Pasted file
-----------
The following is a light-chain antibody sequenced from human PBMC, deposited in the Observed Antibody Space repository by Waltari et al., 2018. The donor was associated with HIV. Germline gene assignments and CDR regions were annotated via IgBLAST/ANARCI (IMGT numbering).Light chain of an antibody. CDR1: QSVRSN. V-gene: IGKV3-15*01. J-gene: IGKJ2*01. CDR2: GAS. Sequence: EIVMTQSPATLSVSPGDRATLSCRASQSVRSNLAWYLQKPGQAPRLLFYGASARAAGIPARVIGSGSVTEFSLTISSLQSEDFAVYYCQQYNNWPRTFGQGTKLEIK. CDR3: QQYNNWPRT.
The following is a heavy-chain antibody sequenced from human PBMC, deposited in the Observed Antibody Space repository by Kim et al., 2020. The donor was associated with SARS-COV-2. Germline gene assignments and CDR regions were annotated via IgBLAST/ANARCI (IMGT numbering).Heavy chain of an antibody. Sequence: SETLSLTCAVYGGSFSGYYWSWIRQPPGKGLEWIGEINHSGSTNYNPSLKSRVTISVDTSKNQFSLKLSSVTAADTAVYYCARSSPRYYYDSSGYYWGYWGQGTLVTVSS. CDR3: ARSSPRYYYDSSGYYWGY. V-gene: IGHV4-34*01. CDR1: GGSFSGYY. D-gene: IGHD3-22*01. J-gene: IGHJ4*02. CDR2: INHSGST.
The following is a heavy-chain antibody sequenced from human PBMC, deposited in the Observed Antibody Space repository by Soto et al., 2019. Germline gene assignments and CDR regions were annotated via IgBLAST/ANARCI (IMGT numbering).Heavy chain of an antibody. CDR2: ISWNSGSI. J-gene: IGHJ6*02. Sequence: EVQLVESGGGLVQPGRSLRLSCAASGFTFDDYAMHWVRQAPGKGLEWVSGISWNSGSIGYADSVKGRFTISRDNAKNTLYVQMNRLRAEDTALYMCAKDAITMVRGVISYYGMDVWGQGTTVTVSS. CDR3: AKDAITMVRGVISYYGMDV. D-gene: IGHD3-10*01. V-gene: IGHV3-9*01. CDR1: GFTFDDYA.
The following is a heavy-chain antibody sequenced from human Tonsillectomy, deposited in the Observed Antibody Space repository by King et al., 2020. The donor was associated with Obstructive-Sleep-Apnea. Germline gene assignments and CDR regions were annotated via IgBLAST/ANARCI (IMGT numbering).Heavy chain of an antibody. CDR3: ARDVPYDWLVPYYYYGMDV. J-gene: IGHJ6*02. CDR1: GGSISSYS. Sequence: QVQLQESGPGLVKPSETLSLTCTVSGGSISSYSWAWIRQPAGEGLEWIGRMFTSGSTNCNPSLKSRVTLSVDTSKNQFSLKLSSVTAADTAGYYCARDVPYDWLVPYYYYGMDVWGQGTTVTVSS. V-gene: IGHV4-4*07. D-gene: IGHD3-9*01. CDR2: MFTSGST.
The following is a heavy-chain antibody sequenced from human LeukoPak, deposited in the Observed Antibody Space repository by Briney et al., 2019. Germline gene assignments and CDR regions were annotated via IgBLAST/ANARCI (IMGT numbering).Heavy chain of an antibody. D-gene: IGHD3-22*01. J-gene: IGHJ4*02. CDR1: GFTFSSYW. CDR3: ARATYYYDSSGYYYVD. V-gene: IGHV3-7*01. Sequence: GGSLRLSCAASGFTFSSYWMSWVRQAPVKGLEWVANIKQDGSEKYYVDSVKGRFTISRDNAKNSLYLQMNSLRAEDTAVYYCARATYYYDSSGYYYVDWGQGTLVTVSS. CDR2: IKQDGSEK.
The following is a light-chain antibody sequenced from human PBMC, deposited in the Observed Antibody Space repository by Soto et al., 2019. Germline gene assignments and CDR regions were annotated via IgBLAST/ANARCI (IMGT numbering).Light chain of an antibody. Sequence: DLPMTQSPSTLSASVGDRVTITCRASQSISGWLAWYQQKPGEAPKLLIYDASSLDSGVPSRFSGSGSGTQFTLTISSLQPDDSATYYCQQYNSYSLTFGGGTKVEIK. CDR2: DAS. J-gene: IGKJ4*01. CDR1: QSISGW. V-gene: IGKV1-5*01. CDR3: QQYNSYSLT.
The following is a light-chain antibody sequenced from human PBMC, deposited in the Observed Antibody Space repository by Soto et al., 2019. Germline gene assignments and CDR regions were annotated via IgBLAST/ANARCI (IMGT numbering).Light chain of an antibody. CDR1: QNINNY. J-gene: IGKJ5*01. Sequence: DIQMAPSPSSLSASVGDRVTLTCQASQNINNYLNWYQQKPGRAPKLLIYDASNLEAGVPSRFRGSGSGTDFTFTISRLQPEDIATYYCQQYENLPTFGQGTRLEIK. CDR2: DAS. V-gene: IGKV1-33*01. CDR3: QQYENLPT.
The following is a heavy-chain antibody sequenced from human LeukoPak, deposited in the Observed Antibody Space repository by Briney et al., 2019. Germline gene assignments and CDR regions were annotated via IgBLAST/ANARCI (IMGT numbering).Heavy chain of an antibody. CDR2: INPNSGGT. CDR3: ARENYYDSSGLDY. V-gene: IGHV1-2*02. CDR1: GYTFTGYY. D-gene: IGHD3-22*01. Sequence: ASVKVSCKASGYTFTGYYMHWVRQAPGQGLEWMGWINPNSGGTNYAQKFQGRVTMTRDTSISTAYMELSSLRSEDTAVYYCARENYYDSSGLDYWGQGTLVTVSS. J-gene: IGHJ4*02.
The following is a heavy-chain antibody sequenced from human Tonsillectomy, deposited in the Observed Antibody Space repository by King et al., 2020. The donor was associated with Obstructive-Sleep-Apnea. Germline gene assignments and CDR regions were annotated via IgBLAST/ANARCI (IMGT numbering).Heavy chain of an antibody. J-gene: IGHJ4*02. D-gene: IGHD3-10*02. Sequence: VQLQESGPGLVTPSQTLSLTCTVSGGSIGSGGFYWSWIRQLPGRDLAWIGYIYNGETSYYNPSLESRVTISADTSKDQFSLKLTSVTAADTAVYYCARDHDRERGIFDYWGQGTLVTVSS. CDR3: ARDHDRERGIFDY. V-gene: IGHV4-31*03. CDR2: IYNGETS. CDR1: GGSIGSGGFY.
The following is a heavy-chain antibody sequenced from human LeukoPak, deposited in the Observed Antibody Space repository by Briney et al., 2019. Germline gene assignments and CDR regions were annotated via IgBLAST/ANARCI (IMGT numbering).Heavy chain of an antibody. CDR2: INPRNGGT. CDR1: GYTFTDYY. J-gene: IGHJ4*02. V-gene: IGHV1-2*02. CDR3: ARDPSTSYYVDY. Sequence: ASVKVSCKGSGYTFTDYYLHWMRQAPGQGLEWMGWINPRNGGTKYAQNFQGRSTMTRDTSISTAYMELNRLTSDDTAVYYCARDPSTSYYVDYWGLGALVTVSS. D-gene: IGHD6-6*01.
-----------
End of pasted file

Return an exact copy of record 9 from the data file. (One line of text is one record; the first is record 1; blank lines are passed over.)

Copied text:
The following is a heavy-chain antibody sequenced from human Tonsillectomy, deposited in the Observed Antibody Space repository by King et al., 2020. The donor was associated with Obstructive-Sleep-Apnea. Germline gene assignments and CDR regions were annotated via IgBLAST/ANARCI (IMGT numbering).Heavy chain of an antibody. J-gene: IGHJ4*02. D-gene: IGHD3-10*02. Sequence: VQLQESGPGLVTPSQTLSLTCTVSGGSIGSGGFYWSWIRQLPGRDLAWIGYIYNGETSYYNPSLESRVTISADTSKDQFSLKLTSVTAADTAVYYCARDHDRERGIFDYWGQGTLVTVSS. CDR3: ARDHDRERGIFDY. V-gene: IGHV4-31*03. CDR2: IYNGETS. CDR1: GGSIGSGGFY.